She’s in the middle of fighting an eviction where she opened ‘Dusk Coffee’, a café and wine bar that is still in operation in the city.
Brian Breyre, who leased the space to Ayofemi, said she owes ‘well over $100,000’ in back rent since she stopped paying in January.
‘She was good at selling herself, and it’s so sad because I thought she was going to be good for the community, and I really wanted to believe in it,’ Breyre said.
Dusk Coffee will continue to operate while the artist contests her eviction in court.
Despite the allegations and court documents, Ayofemi denied ‘any record of not paying rent.’
‘I am literally in the midst of doing transformative things,’ said Ayofemi, comparing her work to that of Nelson Mandela.
‘My family knows how dangerous it is for me to do this work, and I was like no, I’m going to do this work. It’s powerful, beautiful work.’
She claims to have made requests for rent extensions that were denied and in some cases believed murals she painted and other ‘renovations’ could be used in place of rent, the outlet reported.
An email from Armstrong after she’d lost patience with Ayofemi read: ‘I get it. You’ve bitten off more than you can chew. Maybe you are panicking.’
‘Please stop the bleeding and sign the termination agreement.’
A San Francisco restaurant called Sam Jordan’s Bar and Grill in the Bayview neighborhood was intended to be turned into a craft distillery and art space, investors who financed her the loan told the outlet.
But its been claimed Ayofemi failed to make payments on the roughly $1 million loan to revitalize the building.
The lenders eventually foreclosed on the property and resold it at a close to $300,000 loss in April.
‘I’ve never seen something like this, when an individual enters into this many leases and for this much money, all at the same time, and breaches this many of them,’ said Hussein Saffouri, an attorney who represented the owners of 1701 Telegraph Ave and 2124 Broadway.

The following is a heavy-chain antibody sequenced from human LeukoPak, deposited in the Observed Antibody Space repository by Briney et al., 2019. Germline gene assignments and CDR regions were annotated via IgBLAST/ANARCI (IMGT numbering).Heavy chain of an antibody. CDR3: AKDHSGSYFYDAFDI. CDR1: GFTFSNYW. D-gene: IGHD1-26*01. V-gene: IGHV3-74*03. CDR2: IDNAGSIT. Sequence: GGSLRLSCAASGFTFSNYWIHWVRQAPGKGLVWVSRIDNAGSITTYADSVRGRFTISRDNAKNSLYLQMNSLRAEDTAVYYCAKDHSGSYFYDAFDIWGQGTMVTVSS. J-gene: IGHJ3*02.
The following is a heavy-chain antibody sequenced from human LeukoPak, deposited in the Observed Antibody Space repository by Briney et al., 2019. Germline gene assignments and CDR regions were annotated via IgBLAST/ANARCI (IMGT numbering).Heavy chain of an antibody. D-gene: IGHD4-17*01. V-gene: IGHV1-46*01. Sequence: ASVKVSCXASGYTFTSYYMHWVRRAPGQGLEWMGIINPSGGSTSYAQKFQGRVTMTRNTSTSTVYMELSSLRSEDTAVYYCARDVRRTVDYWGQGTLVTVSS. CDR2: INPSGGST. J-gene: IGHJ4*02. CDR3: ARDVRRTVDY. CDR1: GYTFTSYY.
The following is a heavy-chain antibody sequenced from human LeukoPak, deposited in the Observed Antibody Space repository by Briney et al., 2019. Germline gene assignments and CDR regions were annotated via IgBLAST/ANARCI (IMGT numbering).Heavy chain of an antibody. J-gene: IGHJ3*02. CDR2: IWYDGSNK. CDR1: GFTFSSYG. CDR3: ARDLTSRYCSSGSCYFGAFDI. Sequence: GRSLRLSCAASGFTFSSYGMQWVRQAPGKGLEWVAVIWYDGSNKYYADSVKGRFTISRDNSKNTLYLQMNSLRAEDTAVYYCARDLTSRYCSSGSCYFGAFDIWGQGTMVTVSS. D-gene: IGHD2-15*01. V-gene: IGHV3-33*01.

Ayofemi said she relied on investments, sales of her art and grant money to fund her work.
She did not offer the outlet any other details about her investors or grants, only to say that the agreements were ‘delicate and nuanced.’
Bonnie Bridges, principal architect at Studio BBA, said she’d worked with Ayofemi to renovate at least four spaces and hasn’t been paid since September 2021
Ayofemi said she still believes, once her legal woes are quelled that she can reinvigorated black spaces and storefronts in the area
Bonnie Bridges, principal architect at Studio BBA, said she’d worked with Ayofemi to renovate at least four spaces.
She claims that she has not been paid since at least September of 2021 adding that the fees are ‘north of six figures.’
Ayofemi denied the claims of unpaid invoices and said Bridges had ‘double billed’ her and has been paid a ‘ton of money’ for the project.
She said that someone who had not paid rent is ‘very problematic’ and that it has been a ‘misunderstanding and would be resolved.’
‘I have so many people who love my work. The majority of people love my work.’
Ayofemi said she still believes, once her legal woes are quelled that she can reinvigorated black spaces and storefronts in the area.